The Meaning of Prayer: A response

This post is a response to The Meaning of Prayer on Grey Wren’s Flight.

Kristin, I appreciate what your fiancé said – “Prayer is an offering of time and spirit” – and I’d like to add something my husband told me. He said that of all the offerings we make to the Kindred, our sincerity may be the greatest one we have to give.

When we were Catholic, or in my case, Episcopalian, and we prayed in thanks for something we had received, or to request something from God (good health, protection, blessings upon those who we loved, etc.), we were making a sacrifice, of a sort. True, we also had a theological construct to inform our understanding of sacrifice (i.e. Jesus’s transaction on the cross), but we approached our God with a sincere heart and made our requests anyway. How different was that from what we are doing now? We may offer grain or spirits, incense or fire, but fundamentally are we not simply offering a part of ourselves?

We give back because we have already received, not simply because we wish to receive more. Our offerings can have built in to them a recognition of all that has already been given to us.

In a way, your “spontaneous prayer” can do the same thing.

Rev. Skip Ellison writes these suggestions for integrating your spirituality into your daily life in his book, Solitary Druid:

  • When you see something in nature that strikes you, thank the Spirits of Nature.
  • When you remember one of your Ancestors, thank them for giving you their wisdom
  • When you feel the presence of one of the deities, thank them for being with you, and ask if there is a special lesson you should be learning from this moment.
  • Last, by opening yourself up to what is really happening around you, you will find it easier every day to understand this communion with the Mighty Kindreds.

Make the first steps to bringing prayer back into your life. It belongs to you still. It is a natural extension of your innate connection to the Mighty Kindreds.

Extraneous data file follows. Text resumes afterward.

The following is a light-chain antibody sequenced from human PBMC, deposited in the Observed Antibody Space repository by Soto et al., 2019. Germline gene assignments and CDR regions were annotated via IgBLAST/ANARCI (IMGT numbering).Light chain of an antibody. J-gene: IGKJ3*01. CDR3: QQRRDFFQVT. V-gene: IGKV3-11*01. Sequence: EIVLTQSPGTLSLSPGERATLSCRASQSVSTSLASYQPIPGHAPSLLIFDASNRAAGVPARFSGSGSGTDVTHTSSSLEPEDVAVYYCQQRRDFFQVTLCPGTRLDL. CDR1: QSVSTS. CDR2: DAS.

(To Kristin, and to all those who long for the immediacy of prayer that they knew before starting their journey on the Druid Path, I encourage you to purchase a copy of A Book of Pagan Prayer by Ceisiwr Serith.)


One response to “The Meaning of Prayer: A response”

  1. greywren Avatar

    TThis is another wonderful answer to my question, and it really makes me glad I have a community of ADF Dedicants with whom I can discuss my concerns. 🙂

    I think part of my struggle is integrating sacrifice into my spiritual life, as well as fully understanding what sacrifice is and why we do it. What you said, "We give back because we have already received, not simply because we wish to receive more," sums it up quite nicely. I think it also ties into Rev. Kirk Thomas's "Make Offerings, Dammit!" article by saying that it's a lifelong reciprocal relationship, not an immediate one. I don't, for instance, buy my best friend dinner today so that tomorrow she'll give me a ride to work… I could do that, I suppose, but it would be a more symbolic offering of mutual honor and care. When I buy her dinner, it's just because over the years, we have shared so much (and so many dinners) that it balances out over the course of our friendship.

    I should stop before I write another blog post right here in your comments section. But I sincerely thank you for your input and I look forward to discussing these things with you more in the coming months! And incidentally, I have a copy of 'The Solitary Druid' and 'A Book of Pagan Prayer' on their way to me from Amazon right now. –K.